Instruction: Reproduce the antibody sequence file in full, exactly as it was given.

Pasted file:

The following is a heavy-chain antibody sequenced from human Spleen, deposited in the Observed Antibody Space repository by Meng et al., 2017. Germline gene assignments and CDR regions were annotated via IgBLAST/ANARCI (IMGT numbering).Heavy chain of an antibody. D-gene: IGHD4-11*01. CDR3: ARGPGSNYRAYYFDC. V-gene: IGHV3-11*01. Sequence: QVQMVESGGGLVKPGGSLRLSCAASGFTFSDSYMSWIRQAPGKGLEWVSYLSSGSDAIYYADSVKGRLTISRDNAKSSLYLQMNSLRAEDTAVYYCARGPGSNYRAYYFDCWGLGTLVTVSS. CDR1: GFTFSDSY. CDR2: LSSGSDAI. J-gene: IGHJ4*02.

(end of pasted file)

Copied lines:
The following is a heavy-chain antibody sequenced from human Spleen, deposited in the Observed Antibody Space repository by Meng et al., 2017. Germline gene assignments and CDR regions were annotated via IgBLAST/ANARCI (IMGT numbering).Heavy chain of an antibody. D-gene: IGHD4-11*01. CDR3: ARGPGSNYRAYYFDC. V-gene: IGHV3-11*01. Sequence: QVQMVESGGGLVKPGGSLRLSCAASGFTFSDSYMSWIRQAPGKGLEWVSYLSSGSDAIYYADSVKGRLTISRDNAKSSLYLQMNSLRAEDTAVYYCARGPGSNYRAYYFDCWGLGTLVTVSS. CDR1: GFTFSDSY. CDR2: LSSGSDAI. J-gene: IGHJ4*02.